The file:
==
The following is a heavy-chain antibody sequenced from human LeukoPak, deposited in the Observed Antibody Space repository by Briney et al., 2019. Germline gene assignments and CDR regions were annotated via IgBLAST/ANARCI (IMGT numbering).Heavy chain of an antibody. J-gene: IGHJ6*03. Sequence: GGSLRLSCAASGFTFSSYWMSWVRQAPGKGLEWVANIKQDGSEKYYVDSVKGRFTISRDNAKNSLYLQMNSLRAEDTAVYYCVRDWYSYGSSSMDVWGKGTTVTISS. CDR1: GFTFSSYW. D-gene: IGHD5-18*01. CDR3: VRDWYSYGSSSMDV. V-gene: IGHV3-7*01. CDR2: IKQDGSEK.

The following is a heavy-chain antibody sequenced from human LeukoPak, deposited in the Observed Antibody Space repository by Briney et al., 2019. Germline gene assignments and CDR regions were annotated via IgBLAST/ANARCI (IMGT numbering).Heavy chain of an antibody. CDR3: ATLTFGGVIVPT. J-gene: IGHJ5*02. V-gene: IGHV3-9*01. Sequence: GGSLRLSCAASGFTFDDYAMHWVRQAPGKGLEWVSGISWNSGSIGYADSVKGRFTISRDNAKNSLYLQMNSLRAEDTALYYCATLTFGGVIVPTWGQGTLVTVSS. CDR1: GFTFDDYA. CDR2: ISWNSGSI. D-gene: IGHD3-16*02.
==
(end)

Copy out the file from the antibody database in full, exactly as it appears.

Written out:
The following is a heavy-chain antibody sequenced from human LeukoPak, deposited in the Observed Antibody Space repository by Briney et al., 2019. Germline gene assignments and CDR regions were annotated via IgBLAST/ANARCI (IMGT numbering).Heavy chain of an antibody. J-gene: IGHJ6*03. Sequence: GGSLRLSCAASGFTFSSYWMSWVRQAPGKGLEWVANIKQDGSEKYYVDSVKGRFTISRDNAKNSLYLQMNSLRAEDTAVYYCVRDWYSYGSSSMDVWGKGTTVTISS. CDR1: GFTFSSYW. D-gene: IGHD5-18*01. CDR3: VRDWYSYGSSSMDV. V-gene: IGHV3-7*01. CDR2: IKQDGSEK.

The following is a heavy-chain antibody sequenced from human LeukoPak, deposited in the Observed Antibody Space repository by Briney et al., 2019. Germline gene assignments and CDR regions were annotated via IgBLAST/ANARCI (IMGT numbering).Heavy chain of an antibody. CDR3: ATLTFGGVIVPT. J-gene: IGHJ5*02. V-gene: IGHV3-9*01. Sequence: GGSLRLSCAASGFTFDDYAMHWVRQAPGKGLEWVSGISWNSGSIGYADSVKGRFTISRDNAKNSLYLQMNSLRAEDTALYYCATLTFGGVIVPTWGQGTLVTVSS. CDR1: GFTFDDYA. CDR2: ISWNSGSI. D-gene: IGHD3-16*02.